There’s a saying that if you and your partner always agree, one of you is unnecessary. It’s not my saying I but I love it. We need constructive, positive criticism and thinking and we need everybody’s ideas.

What have you done to support and encourage minority scientists in your field?

We have a grant that’s finishing up now from the National Science Foundation to recruit more students into seven disciplines, including agronomy.

Many people don’t know of the need for science. We don’t have enough people coming into these disciplines — people of any color. The grant is for everyone, but I’m proud to say that we had 34% diversity and we’ve been very successful with 82% of our students graduating in four years or less. We spent a lot of time nurturing, encouraging, meeting monthly with the students, and bringing in speakers. We built in money for them to do internships, study abroad, and go to professional meetings.

We also go into high schools, especially three high schools in our lower socioeconomic district once a month with hands-on activities. And our college also has some summer programs. If a student finds something that interests them, we want to be able to build upon that.

I’ve gone to an Afrocentric school and talked to their first, second, third, and fourth graders about seed science and they did a garden this summer. My goal is to create a pipeline because even though I’m retiring, I would like this program to continue in high schools.

How has your lifelong commitment to diversity, equity and inclusion been meaningful to you?
As an African American woman, it could not be otherwise to know from whence we’ve come and the challenges we’ve overcome, even in my lifetime. I want to know history and we have to know it. Unfortunately, it isn’t taught in school; you can’t teach history with just one race or another.

I know the struggles that my parents went through. I know that any struggles that I’ve had have been miniscule compared to what they had, and theirs were miniscule compared to the people before them. And that I know that it was not accidental. There were laws that

Plant Physic Woman

Our sincere gratitude goes out to these alumni and friends who have recently made generous gifts to Otterbein

Emily Bale Warner ’58, P’80 and Robert E. “Bud” Warner Jr. ’56, P’80 have donated $25,000 to create the Robert and Emily Bale Warner Scholarship, which will help future generations of Otterbein students achieve their dreams and goals in life.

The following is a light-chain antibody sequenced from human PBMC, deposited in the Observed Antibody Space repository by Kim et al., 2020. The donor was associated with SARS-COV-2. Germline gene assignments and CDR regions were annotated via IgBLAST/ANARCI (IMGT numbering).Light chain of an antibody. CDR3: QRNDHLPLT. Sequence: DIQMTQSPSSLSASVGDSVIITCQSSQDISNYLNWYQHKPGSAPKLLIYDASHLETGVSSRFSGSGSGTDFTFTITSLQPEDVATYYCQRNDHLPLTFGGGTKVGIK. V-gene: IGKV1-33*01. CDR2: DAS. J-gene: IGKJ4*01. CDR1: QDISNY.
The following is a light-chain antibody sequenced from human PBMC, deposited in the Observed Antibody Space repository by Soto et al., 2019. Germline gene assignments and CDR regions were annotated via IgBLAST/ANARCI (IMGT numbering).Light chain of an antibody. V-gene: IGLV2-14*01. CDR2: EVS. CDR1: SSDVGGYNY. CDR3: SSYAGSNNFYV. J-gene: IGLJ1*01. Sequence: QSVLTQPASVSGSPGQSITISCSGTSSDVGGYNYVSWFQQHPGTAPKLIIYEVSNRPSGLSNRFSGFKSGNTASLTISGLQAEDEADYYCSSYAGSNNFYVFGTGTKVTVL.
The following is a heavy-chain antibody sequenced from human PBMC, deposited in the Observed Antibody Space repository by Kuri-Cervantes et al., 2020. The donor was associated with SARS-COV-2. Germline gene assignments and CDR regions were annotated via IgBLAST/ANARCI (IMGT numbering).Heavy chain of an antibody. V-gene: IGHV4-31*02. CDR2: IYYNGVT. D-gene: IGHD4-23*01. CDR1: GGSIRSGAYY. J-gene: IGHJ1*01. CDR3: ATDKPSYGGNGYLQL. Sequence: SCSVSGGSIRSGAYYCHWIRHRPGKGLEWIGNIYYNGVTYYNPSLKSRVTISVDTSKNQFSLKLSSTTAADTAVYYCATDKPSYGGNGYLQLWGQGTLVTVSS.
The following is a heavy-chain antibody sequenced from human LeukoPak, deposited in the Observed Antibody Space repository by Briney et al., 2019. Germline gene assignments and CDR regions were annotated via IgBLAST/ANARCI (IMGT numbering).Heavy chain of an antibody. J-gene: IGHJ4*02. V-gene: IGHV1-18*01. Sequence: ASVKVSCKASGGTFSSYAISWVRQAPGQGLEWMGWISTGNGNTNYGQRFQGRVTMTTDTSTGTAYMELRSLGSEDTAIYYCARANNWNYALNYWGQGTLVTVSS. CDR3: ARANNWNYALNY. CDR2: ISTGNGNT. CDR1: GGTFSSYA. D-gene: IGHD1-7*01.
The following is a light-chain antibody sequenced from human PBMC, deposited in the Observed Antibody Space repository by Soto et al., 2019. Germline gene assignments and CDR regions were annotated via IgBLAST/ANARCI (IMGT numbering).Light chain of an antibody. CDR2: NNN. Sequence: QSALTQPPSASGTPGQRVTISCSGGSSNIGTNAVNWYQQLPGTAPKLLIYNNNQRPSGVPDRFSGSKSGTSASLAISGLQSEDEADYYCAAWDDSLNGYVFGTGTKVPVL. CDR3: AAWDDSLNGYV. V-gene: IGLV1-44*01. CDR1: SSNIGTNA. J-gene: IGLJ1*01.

The Annie Mary and Ashley Dowdy Scholarship endowment has been established by Janet Dowdy Granger ’69, through a pledge of $25,000, to support nursing students. The gift honors Granger’s parents, who had a deep love and respect for the nursing profession and higher education.

Undergraduate nursing students gain hands-on experiences in and out of clinical laboratories.

The Otterbein “O” Club Foundation gifted $23,000 to support renovations in the Rike Center athletic weight room. The “O” Club has been supporting athletics capital campaigns and special projects since 1955.

Emily Smith Curie ’66 has donated $27,000 to honor her late husband, Donald, by creating the Emily ’66 and Donald Curie Scholarship to support students with a passion for theatre as they work to achieve the dream of making a life in professional theatre.

Otterbein received a $100,000 gift from the Betty A. Campbell Trust to create an endowed scholarship. Betty was married to late alumnus John Campbell ’61 and was instrumental in fostering past support for Otterbein from the Austin E. Knowlton Foundation, where she worked for many years.

The Howard ’55 and Virginia ’55 Longmire Endowed Scholarship Fund will be created through a generous gift from alumna Virginia Phillippi Longmire ’55. Their four years at Otterbein were highlighted by participation in numerous musical endeavors, all made possible by financial assistance programs. Otterbein provided Howard and Ginny the opportunity to gain a valuable educational experience and this endowment is established to help future students continue their music legacy.

Ric Spicer ’61 and Will Spitler, longtime friends of the University, recently gave a generous gift of $15,000 to support the Otterbein Fund, the unrestricted fund that benefits all areas of campus.

Vernon L. Pack ’50 continued his longstanding support with a generous gift to the Otterbein Fund. Otterbein is currently working on plans for the 2024 Vernon L. Pack ’50 Lecture next spring, so watch for details soon!

 

Author Heather McGhee and Vernon L. Pack ’50

The Westerville Otterbein Women’s Club has continued its long legacy of supporting students with its recent $45,000 gift to their existing scholarship endowments. Annual proceeds from the WOWC’s Thrift Shop, located at 177 W. Park St. on campus, support their donations to the University each year.

Mark Plaumann P’22 and Marilyn Wilson P’22, parents of graduate Mason Plaumann ’22, made a generous $45,000 pledge to create the Plaumann Family Equine Endowment and support the Otterbein Fund.

Equine IDA 2023 Champions

The gift will provide support for the distinguished equine science program and award-winning equestrian riding teams.

Mary Pat Knight H’00 and Dr. Douglas R. Knight ’63 have donated $20,000 to support the purchase of a portable X-ray fluorescence spectrometer for the Department of Chemistry. The equipment will help to expand interdisciplinary work with the Department of Art and Art History, further enriching STEAM research at Otterbein.

The Game of Real Life

Mary B. Thomas Award Honorees 2022

Professor Rob Braun, Mariah Nevels ’19, and Chris Saylor ’17

Classic board games like Monopoly and Clue have nothing on Our World, the health education board game created by Professor of Public Health Education Rob Braun and alumni Mariah Nevels ’19 and Chris Saylor ’17.

Our World showcases how health disparities among different communities impact daily life. Players start the game by selecting a “life” card, which tells the player their education level, salary, and what type of family unit they have. From there, gameplay begins and players land on spots which require them to draw “scenario” cards that give them multiple options of how to respond, all with unknown consequences.